Tuesday, September 22, 2015

On being a scaredyCATI. I worked as a market research phone interviewer for nearly six years, and most of the time I hated it. I've always dealt poorly with rejection, and it just did not get any easier to call people up and ask them to do surveys.

I liked the people I worked with – who came from an interesting range of backgrounds, from students and retirees to underpaid creative professionals – and I liked the small company, which never felt too much like a grim battery. Even when we were at our busiest – we did a statewide local government performance benchmarking survey that required full shifts – there were never more than about forty people at work.

But I dreaded the cold-calling. I used to make endless cups to tea to procrastinate from having to sit back down in my cubicle. I used to get in trouble for dawdling on my breaks and for talking too much with my co-workers – my 'dial rates' were always too low.

And you won't find a more literal version of Jeremy Bentham's panopticon than the call centre supervisor system. I got along quite well with most of the supervisors – by the end, I'd worked there long enough that some of them had once been regular interviewers like me – but I hated the feeling of constantly being monitored. I never felt at ease. I always felt like I was maybe already doing something wrong, and was just waiting to be caught and reprimanded.

That's what people don't understand when they say things like, "Surveillance is benign if you're a diligent worker and good citizen. It's only for catching bad people. If you've got nothing to hide, you've got nothing to fear." This ignores the structural purpose of surveillance systems: they are designed to make everyone feel like potential wrongdoers. They're animated by blanket fear. At least part of the reason why I prefer to work as a freelancer, alone at home, is that I can minimise workplace surveillance.

Yet despite feeling so terrible about this work, I sometimes agreed to do more specialised jobs such as mystery shopping. I had to pretend to sign up for insurance, to test the companies' phone customer service. Fuck, it was stressful, having enough information to fool them into thinking I was from a completely different location, and whether the details of my fictitious home and car passed their test. Every fucking phone call was like infiltrating enemy lines in a stolen enemy uniform, hoping I didn't give myself away with some shibboleth. I had to do this job from home, on my own phone, using a special code to hide the caller ID. Oh god, the sick feeling of each call.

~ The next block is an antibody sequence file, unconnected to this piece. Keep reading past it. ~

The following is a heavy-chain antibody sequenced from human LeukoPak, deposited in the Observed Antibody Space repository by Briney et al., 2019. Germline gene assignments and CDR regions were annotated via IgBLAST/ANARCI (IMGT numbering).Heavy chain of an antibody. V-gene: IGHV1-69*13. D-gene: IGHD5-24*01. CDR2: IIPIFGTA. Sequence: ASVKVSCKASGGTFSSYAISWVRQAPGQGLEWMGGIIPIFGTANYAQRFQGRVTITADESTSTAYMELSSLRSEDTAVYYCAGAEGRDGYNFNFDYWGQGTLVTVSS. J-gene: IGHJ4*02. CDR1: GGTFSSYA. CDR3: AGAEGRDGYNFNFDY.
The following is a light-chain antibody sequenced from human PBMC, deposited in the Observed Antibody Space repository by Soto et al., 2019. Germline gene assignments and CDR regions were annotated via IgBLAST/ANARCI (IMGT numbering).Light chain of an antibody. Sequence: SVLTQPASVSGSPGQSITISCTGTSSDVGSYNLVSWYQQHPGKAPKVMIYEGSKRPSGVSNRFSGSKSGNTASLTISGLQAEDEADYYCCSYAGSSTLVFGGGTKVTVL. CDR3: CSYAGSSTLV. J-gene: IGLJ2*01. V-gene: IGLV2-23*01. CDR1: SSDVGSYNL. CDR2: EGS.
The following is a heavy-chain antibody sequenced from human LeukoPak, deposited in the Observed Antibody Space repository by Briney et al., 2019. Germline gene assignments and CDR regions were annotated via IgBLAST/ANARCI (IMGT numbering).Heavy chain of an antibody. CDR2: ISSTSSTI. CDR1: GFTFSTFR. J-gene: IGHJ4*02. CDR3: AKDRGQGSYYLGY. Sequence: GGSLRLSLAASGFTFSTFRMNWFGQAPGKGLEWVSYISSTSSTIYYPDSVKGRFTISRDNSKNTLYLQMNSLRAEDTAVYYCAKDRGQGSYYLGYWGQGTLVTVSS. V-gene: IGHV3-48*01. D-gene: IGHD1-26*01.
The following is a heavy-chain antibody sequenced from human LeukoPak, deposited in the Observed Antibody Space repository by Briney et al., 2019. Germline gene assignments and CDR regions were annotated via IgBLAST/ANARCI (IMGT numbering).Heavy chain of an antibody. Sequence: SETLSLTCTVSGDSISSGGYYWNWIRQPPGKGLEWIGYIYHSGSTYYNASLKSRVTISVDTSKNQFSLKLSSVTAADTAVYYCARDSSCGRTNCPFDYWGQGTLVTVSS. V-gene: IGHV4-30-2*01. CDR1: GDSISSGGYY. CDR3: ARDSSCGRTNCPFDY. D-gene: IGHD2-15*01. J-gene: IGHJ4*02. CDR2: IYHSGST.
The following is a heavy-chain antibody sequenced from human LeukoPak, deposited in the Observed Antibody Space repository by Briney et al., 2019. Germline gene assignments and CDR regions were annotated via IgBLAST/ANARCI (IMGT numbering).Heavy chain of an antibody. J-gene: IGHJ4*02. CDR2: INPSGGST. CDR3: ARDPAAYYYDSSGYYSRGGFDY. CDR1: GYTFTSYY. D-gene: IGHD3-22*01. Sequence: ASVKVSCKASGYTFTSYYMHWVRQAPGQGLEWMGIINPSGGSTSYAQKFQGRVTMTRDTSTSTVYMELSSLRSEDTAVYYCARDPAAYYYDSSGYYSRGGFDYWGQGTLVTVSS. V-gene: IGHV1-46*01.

I thought I'd done well to last in the industry for as long as I did, but thinking back, I wonder if this job is the reason why I now loathe doing phone interviews or making business calls.

It's quite a disadvantage in my chosen profession. I now turn down offers to interview people because I'm overwhelmed by anxiety – will I fuck up the questions, will they be mean to me, will my recording device fail? There are so many people I can anger and disappoint with a bad interview. And I feel such shame about it – because a good journalist is meant to enjoy interviewing people, and eagerly seek out interviews.

Having to interview people for Out of Shape was nightmarish. I knew I couldn't get around it. I tried to do it in person or online if I could, but I had to interview one person over the phone, who was home sick from work at the time, and all the way through I could feel myself slipping back into that slick but ingratiating voice I used to use in my market research days, jollying the interviewee along.

Anyway, I was just thinking about this because I have to call up my old high school and deal with the woman in the development office who's meant to be sending out the invitations to our forthcoming reunion, because she hasn't replied to my emails and my fellow alumna are freaking the fuck out about it. Personally I couldn't give a fuck whether there is a reunion or not; I only decided to help organise it because that way I get the kind of reunion I would want to attend.